A graduate in International Relations from King’s College London, Marc has specialised in the EU’s diplomacy and external relations as well as in Russia’s identity and foreign policy. He has lived in Bulgaria, Hungary, France, the UK, and is now learning German in Berlin.
Diplômé de King’s College London en Relations Internationales, Marc s’intéresse particulièrement aux relations extérieures de l’UE et à sa diplomatie, ainsi qu’à l’identité et la politique étrangère de la Russie. Il a vécu en Bulgarie, Hongrie, France, au Royaume-Uni et en Allemagne.
Yet this picture only makes sense in the context of Western paradigms, inherited from the cold war hand from how the latter has ended. These paradigms are of course long outdated: portraying Vladimir Putin as attempting to revive the USSR is just as absurd as claiming that Angela Merkel is trying to impose Germany’s yoke on the EU. Western misunderstanding of Russia, the latter’s interests and protestations, is at the heart of the issue. Thus, when Putin has claimed, in 2014, that Russia had been “plundered”  by the West, it may be wise to hear him out and try to figure out why he would do so.
In order to understand, one needs to go back in time – at least back to the end of the cold war. The West has seen it as a victory – some even called it the “end of history”  – and therefore as a Soviet defeat. Thus, a weakened Russia – politically, economically, militarily, and most of all ideologically – was no longer to stand in the victorious West’s way. Most importantly was the understanding that European values of democracy, rule of law and human rights were now to be adopted by all peoples: an understanding based on the assumption that all peoples wanted to emulate our model , and that only their authoritarian leaders stood in the way to progress. Thus on the continent NATO and the EU – perceived as an area of Kantian democratic peace benefitting everyone – unstoppably expanded eastwards. And indeed, Russia – initially enthusiastic – accepted those values, in the shape of the European Convention of Human Rights.
Russia, however, has learned another story. For if the cold war ended peacefully, surely Mikhail Gorbachev’s policies played a role. And more importantly, if thermonuclear war was avoided, surely that was a victory for everyone, including Russia. Yet Russia, a centuries-old great power, was suddenly ignored in Kosovo, Iraq and Libya. Its protests against the enlargement of NATO – historically anti-Russian – as far as Russia’s borders , as well as against the United States’ deployment in Eastern Europe of an anti-ballistic missiles shield, were also ignored. Worse yet, the international system itself was challenged by the proliferation of “humanitarian” interventions, the aims of which have been perceived as in fact very pragmatic, and which threatened the international system’s most fundamental norm, indeed enshrined in the United Nations Charter (art. 2): sovereignty and non-interference in domestic affairs. From a Russian viewpoint, none of this was agreed internationally – in a Yalta fashion  – and the West is cynically exploiting international law and its own allegedly universal values  to expand its sphere of influence . This helps understand why Russia would be angered by “colour revolutions” , by interventions unauthorised by the UN Security Council, by the West’s constant criticism of Putin’s regime, elections in Russia – in short by our leaders, politicians and media constantly demonising Russia.  It also sheds light on Moscow’s growing disenchantment for the values to which Russia has subscribed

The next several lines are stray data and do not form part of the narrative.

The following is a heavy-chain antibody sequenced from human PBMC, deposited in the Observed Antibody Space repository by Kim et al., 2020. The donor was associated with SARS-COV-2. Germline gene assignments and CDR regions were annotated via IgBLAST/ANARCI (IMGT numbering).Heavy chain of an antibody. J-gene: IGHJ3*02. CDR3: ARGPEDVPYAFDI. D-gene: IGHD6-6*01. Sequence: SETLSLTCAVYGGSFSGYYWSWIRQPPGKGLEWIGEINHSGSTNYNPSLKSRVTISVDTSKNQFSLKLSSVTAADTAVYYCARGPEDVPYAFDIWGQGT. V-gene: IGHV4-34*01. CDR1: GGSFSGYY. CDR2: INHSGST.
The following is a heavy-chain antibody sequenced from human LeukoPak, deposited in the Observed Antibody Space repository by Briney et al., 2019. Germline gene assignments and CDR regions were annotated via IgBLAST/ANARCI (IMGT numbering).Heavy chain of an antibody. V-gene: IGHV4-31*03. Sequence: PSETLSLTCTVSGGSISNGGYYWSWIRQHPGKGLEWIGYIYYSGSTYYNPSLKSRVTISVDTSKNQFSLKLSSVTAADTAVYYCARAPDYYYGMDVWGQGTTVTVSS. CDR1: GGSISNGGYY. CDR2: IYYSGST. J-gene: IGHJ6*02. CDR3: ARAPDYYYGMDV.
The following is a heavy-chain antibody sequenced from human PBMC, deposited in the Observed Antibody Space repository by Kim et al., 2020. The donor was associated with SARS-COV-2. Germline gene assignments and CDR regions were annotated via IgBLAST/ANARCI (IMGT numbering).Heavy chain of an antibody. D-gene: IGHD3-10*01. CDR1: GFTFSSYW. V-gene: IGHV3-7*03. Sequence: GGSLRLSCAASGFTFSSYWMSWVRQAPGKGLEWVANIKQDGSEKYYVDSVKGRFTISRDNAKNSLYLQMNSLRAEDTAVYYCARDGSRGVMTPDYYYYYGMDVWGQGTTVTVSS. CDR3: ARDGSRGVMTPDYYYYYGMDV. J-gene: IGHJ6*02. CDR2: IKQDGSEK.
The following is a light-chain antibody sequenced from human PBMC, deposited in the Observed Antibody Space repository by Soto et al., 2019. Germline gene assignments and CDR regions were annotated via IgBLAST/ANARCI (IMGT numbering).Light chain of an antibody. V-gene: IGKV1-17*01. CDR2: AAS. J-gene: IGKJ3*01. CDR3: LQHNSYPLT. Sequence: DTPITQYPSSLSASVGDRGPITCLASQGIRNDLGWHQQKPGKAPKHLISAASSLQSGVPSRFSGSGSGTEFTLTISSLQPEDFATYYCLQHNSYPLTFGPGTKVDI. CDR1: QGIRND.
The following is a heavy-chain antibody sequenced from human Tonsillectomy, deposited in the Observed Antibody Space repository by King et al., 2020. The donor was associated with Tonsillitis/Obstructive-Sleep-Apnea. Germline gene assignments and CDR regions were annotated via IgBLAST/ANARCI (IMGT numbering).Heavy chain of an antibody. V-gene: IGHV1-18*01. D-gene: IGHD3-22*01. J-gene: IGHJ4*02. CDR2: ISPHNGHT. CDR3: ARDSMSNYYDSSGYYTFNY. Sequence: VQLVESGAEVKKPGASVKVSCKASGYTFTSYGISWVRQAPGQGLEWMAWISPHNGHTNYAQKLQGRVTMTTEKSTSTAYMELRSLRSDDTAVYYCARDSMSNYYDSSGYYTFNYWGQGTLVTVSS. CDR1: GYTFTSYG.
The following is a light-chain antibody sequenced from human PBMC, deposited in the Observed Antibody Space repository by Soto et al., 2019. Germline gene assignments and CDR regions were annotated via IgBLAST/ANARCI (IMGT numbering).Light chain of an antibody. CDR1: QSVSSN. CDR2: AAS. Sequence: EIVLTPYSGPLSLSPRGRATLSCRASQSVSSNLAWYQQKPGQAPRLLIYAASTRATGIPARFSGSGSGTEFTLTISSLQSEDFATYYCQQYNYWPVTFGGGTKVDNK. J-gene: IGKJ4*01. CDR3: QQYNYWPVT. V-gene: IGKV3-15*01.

A humiliated Russia
When we criticise Moscow, deny it legitimacy in the concert of great powers, oppose Russia and Europe, we are in fact denying Russia its very identity . A unique identity, yet still part of Europe’s diversity. Ideas, norms and values that may be at times different, but in no way inferior to ours. Some in Russia regret the missed occasion, in 1991, to relaunch a “greater”, multipolar, Europe from Lisbon to Vladivostok; as opposed to our current Brussels-centred “wider” Europe. And thus, Russia’s reaction becomes understandable: enabled by high oil and gas prices, Russia is defending what is left of its sphere of influence, attempting to counter-balance Western hegemony, while Putin is defending his own regime against perceived Western attempts to overthrow him – or even kill him, like Ghaddafi – and against European values, perceived as an instrument for realpolitik.
So while Russia has gone too far, forcefully changing national borders, one must keep in mind that Western countries were the first to do so – by illegally bombing Serbia and recognising Kosovo’s independence. We are far from irreproachable indeed. Verbal – and political, in the form of sanctions – escalation will lead nowhere. After all, Russians have survived much worse than sanctions. What we need now is a new Yalta, a wide agreement between – at least – Europeans and Russians on the continent’s, and the world’s, future security. For without Russia, Europe will be unable to solve the issues it is facing, from terrorism to global warming through drug trafficking. We thus need to welcome them in a Pan-European structure – for instance a propped-up OSCE – as fully-fledged partners. At the same time, contacts and exchanges between our civil societies must be intensified: by dropping visa regimes between us, by stepping up the Erasmus Mundus partnership, and by ceasing to demonise Russia and Putin’s regime, no matter how imperfect it is. This is also how we can win back Russia’s trust in Europe and its values; this is also how Moscow will accept to honour its commitment to those values.